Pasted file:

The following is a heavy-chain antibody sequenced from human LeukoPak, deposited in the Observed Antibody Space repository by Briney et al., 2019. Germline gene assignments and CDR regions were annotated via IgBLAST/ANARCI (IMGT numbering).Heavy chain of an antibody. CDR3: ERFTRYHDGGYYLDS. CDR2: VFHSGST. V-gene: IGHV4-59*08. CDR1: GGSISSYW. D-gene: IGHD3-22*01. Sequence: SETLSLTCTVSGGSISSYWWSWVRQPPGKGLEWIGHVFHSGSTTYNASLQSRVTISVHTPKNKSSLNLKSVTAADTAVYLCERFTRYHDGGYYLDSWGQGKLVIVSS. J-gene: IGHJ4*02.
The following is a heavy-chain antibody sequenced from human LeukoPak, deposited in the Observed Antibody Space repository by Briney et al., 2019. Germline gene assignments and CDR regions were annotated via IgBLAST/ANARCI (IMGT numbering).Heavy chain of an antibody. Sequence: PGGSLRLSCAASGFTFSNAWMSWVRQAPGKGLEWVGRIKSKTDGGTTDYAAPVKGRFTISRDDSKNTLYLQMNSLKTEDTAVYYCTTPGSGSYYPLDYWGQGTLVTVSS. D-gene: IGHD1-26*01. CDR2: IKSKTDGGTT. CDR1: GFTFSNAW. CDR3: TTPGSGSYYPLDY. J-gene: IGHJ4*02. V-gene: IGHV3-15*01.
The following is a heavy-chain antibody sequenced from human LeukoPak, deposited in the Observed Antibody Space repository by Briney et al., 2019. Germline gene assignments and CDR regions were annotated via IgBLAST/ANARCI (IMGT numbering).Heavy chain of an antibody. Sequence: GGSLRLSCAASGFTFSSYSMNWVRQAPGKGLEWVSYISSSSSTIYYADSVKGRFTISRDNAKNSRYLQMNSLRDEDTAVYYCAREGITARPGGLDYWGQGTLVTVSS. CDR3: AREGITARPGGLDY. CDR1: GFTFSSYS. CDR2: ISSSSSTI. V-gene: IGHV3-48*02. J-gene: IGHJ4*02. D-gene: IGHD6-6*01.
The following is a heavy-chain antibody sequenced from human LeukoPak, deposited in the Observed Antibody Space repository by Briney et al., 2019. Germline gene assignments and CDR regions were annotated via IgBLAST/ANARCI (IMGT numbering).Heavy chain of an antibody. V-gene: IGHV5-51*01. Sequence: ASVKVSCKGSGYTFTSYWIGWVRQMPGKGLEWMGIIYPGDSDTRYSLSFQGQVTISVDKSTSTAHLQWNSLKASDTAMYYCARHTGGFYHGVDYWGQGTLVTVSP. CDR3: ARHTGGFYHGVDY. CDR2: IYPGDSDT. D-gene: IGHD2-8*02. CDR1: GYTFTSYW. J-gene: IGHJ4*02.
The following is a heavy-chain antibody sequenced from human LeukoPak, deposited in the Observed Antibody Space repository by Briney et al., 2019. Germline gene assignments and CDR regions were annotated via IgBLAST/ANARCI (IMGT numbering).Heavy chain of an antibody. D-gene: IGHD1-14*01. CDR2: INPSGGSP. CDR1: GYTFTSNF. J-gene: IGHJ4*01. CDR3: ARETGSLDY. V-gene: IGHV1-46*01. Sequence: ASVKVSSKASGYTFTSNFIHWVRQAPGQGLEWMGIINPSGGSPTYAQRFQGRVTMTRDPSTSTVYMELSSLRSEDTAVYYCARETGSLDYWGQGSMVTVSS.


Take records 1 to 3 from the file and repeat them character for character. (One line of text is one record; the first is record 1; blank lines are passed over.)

The following is a heavy-chain antibody sequenced from human LeukoPak, deposited in the Observed Antibody Space repository by Briney et al., 2019. Germline gene assignments and CDR regions were annotated via IgBLAST/ANARCI (IMGT numbering).Heavy chain of an antibody. CDR3: ERFTRYHDGGYYLDS. CDR2: VFHSGST. V-gene: IGHV4-59*08. CDR1: GGSISSYW. D-gene: IGHD3-22*01. Sequence: SETLSLTCTVSGGSISSYWWSWVRQPPGKGLEWIGHVFHSGSTTYNASLQSRVTISVHTPKNKSSLNLKSVTAADTAVYLCERFTRYHDGGYYLDSWGQGKLVIVSS. J-gene: IGHJ4*02.
The following is a heavy-chain antibody sequenced from human LeukoPak, deposited in the Observed Antibody Space repository by Briney et al., 2019. Germline gene assignments and CDR regions were annotated via IgBLAST/ANARCI (IMGT numbering).Heavy chain of an antibody. Sequence: PGGSLRLSCAASGFTFSNAWMSWVRQAPGKGLEWVGRIKSKTDGGTTDYAAPVKGRFTISRDDSKNTLYLQMNSLKTEDTAVYYCTTPGSGSYYPLDYWGQGTLVTVSS. D-gene: IGHD1-26*01. CDR2: IKSKTDGGTT. CDR1: GFTFSNAW. CDR3: TTPGSGSYYPLDY. J-gene: IGHJ4*02. V-gene: IGHV3-15*01.
The following is a heavy-chain antibody sequenced from human LeukoPak, deposited in the Observed Antibody Space repository by Briney et al., 2019. Germline gene assignments and CDR regions were annotated via IgBLAST/ANARCI (IMGT numbering).Heavy chain of an antibody. Sequence: GGSLRLSCAASGFTFSSYSMNWVRQAPGKGLEWVSYISSSSSTIYYADSVKGRFTISRDNAKNSRYLQMNSLRDEDTAVYYCAREGITARPGGLDYWGQGTLVTVSS. CDR3: AREGITARPGGLDY. CDR1: GFTFSSYS. CDR2: ISSSSSTI. V-gene: IGHV3-48*02. J-gene: IGHJ4*02. D-gene: IGHD6-6*01.